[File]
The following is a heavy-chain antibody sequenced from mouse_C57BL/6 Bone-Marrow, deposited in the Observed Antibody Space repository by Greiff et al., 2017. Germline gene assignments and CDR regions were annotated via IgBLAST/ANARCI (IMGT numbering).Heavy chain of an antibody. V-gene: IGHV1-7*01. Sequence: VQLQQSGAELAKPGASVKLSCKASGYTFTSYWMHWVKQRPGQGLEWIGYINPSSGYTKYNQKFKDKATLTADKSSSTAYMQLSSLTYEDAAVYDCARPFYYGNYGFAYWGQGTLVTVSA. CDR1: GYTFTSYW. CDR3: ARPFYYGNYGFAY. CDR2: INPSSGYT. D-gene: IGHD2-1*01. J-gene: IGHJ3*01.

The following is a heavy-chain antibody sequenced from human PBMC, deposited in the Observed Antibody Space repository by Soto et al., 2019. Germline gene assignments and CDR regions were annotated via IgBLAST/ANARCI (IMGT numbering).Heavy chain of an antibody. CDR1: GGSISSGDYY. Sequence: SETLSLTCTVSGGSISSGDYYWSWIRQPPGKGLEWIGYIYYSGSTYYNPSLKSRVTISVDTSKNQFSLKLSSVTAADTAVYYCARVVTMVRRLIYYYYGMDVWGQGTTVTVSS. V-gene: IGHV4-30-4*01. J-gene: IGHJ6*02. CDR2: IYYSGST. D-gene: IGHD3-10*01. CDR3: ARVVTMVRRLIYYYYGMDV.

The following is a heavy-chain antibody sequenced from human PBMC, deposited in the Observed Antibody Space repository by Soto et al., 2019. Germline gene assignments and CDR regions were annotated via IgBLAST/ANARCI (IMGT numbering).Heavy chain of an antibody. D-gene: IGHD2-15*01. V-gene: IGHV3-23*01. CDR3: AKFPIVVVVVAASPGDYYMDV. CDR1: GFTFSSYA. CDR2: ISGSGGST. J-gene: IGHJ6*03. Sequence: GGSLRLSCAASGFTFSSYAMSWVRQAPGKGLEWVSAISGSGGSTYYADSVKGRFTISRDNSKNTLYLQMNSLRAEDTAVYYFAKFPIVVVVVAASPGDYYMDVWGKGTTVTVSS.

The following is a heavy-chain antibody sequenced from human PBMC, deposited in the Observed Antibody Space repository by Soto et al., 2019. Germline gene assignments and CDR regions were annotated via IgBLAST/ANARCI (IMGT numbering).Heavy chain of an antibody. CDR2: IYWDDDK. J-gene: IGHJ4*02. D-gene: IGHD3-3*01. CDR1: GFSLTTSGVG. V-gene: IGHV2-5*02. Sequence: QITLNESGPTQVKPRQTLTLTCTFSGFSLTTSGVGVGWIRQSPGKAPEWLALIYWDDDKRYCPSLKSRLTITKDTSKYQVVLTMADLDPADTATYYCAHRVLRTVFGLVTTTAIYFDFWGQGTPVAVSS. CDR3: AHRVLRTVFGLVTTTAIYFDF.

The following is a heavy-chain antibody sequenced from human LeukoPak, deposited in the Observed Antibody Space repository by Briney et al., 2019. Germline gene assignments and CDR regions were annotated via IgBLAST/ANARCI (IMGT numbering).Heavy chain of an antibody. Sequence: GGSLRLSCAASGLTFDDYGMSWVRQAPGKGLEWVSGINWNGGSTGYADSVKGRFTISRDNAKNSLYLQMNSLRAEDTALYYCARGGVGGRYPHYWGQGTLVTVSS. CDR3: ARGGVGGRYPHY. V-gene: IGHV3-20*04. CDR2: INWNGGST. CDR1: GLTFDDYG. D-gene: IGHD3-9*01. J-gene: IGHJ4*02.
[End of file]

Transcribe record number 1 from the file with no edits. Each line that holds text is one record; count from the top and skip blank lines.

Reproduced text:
The following is a heavy-chain antibody sequenced from mouse_C57BL/6 Bone-Marrow, deposited in the Observed Antibody Space repository by Greiff et al., 2017. Germline gene assignments and CDR regions were annotated via IgBLAST/ANARCI (IMGT numbering).Heavy chain of an antibody. V-gene: IGHV1-7*01. Sequence: VQLQQSGAELAKPGASVKLSCKASGYTFTSYWMHWVKQRPGQGLEWIGYINPSSGYTKYNQKFKDKATLTADKSSSTAYMQLSSLTYEDAAVYDCARPFYYGNYGFAYWGQGTLVTVSA. CDR1: GYTFTSYW. CDR3: ARPFYYGNYGFAY. CDR2: INPSSGYT. D-gene: IGHD2-1*01. J-gene: IGHJ3*01.